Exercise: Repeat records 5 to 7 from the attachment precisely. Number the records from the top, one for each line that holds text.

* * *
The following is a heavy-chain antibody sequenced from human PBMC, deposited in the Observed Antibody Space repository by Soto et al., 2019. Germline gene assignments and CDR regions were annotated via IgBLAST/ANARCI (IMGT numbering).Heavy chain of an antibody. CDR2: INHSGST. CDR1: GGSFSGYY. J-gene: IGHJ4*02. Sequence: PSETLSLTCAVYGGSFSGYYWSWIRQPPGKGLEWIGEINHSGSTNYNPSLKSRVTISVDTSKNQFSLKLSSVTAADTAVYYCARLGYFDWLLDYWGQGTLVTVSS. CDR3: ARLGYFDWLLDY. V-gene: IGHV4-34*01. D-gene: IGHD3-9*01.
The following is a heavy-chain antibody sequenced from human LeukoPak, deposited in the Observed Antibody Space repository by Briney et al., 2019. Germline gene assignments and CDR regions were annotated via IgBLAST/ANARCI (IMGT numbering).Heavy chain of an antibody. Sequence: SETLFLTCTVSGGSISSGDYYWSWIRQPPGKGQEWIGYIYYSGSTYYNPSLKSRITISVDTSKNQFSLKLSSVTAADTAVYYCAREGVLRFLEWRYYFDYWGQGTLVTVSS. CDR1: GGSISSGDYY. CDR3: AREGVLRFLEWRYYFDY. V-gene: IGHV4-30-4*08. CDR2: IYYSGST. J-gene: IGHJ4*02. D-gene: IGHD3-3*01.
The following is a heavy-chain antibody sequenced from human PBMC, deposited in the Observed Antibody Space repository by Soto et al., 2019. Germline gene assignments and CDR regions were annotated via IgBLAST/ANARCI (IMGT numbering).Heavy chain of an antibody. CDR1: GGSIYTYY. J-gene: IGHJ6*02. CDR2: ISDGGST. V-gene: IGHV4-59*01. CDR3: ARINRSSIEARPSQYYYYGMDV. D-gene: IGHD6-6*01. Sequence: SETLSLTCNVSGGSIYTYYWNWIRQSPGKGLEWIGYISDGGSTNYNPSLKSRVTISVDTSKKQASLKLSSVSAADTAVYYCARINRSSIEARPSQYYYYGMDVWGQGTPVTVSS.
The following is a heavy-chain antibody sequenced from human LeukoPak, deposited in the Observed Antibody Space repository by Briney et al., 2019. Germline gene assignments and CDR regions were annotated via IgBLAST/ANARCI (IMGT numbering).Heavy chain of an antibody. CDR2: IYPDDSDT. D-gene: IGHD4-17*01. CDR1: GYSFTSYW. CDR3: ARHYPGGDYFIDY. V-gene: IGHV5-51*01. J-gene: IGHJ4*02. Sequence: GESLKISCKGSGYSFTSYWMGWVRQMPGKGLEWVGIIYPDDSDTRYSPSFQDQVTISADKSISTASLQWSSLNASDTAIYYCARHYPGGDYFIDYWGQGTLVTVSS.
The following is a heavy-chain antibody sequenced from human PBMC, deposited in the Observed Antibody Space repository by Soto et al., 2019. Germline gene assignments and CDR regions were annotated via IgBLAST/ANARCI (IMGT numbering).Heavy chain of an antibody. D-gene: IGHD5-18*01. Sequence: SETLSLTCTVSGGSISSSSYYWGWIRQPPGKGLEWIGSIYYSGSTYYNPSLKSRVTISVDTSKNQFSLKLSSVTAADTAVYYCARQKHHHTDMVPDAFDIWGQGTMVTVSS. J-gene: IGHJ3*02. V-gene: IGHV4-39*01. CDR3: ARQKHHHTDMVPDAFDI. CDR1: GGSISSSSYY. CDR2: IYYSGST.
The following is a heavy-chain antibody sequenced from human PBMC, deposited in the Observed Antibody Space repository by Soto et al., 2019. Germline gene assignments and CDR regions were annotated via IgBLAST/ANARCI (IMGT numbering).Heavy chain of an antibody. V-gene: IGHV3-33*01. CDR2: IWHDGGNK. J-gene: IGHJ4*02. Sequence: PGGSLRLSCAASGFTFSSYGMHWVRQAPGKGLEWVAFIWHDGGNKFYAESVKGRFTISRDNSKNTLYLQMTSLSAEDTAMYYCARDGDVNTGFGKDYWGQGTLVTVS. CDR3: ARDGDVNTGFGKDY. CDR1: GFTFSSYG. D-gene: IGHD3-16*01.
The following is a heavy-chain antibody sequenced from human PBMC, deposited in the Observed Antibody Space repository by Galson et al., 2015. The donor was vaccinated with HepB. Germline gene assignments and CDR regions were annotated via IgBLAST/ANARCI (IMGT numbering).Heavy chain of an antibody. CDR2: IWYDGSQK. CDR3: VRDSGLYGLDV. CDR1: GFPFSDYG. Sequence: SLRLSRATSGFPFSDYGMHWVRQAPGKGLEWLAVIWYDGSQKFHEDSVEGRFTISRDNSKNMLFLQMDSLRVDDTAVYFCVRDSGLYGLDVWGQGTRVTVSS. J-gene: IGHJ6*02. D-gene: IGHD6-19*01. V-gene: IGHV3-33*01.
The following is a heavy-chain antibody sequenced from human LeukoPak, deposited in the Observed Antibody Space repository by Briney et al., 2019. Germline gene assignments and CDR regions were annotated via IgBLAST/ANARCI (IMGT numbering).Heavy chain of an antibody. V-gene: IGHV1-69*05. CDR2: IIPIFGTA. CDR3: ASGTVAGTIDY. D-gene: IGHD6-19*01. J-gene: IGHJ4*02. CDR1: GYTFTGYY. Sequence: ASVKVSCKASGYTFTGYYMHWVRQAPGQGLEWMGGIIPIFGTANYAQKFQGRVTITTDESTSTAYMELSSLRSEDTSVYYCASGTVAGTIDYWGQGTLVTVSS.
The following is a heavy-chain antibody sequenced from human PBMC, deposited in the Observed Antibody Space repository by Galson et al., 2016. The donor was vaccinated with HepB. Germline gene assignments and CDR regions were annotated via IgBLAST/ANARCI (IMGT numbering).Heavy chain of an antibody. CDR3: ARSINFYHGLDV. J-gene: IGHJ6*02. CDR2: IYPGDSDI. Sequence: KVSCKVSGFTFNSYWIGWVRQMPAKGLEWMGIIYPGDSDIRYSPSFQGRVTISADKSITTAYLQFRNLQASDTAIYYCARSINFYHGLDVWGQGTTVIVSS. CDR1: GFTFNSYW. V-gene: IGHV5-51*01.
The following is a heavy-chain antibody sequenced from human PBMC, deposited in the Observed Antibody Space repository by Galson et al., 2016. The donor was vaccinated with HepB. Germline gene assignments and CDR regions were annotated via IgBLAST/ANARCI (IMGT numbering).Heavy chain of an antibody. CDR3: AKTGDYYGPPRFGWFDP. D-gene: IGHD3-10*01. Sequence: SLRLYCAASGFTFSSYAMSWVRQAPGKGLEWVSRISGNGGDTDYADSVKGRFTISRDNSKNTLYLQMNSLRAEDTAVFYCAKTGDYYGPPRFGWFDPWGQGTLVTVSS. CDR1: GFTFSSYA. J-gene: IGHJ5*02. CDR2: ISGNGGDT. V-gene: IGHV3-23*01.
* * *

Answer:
The following is a heavy-chain antibody sequenced from human PBMC, deposited in the Observed Antibody Space repository by Soto et al., 2019. Germline gene assignments and CDR regions were annotated via IgBLAST/ANARCI (IMGT numbering).Heavy chain of an antibody. D-gene: IGHD5-18*01. Sequence: SETLSLTCTVSGGSISSSSYYWGWIRQPPGKGLEWIGSIYYSGSTYYNPSLKSRVTISVDTSKNQFSLKLSSVTAADTAVYYCARQKHHHTDMVPDAFDIWGQGTMVTVSS. J-gene: IGHJ3*02. V-gene: IGHV4-39*01. CDR3: ARQKHHHTDMVPDAFDI. CDR1: GGSISSSSYY. CDR2: IYYSGST.
The following is a heavy-chain antibody sequenced from human PBMC, deposited in the Observed Antibody Space repository by Soto et al., 2019. Germline gene assignments and CDR regions were annotated via IgBLAST/ANARCI (IMGT numbering).Heavy chain of an antibody. V-gene: IGHV3-33*01. CDR2: IWHDGGNK. J-gene: IGHJ4*02. Sequence: PGGSLRLSCAASGFTFSSYGMHWVRQAPGKGLEWVAFIWHDGGNKFYAESVKGRFTISRDNSKNTLYLQMTSLSAEDTAMYYCARDGDVNTGFGKDYWGQGTLVTVS. CDR3: ARDGDVNTGFGKDY. CDR1: GFTFSSYG. D-gene: IGHD3-16*01.
The following is a heavy-chain antibody sequenced from human PBMC, deposited in the Observed Antibody Space repository by Galson et al., 2015. The donor was vaccinated with HepB. Germline gene assignments and CDR regions were annotated via IgBLAST/ANARCI (IMGT numbering).Heavy chain of an antibody. CDR2: IWYDGSQK. CDR3: VRDSGLYGLDV. CDR1: GFPFSDYG. Sequence: SLRLSRATSGFPFSDYGMHWVRQAPGKGLEWLAVIWYDGSQKFHEDSVEGRFTISRDNSKNMLFLQMDSLRVDDTAVYFCVRDSGLYGLDVWGQGTRVTVSS. J-gene: IGHJ6*02. D-gene: IGHD6-19*01. V-gene: IGHV3-33*01.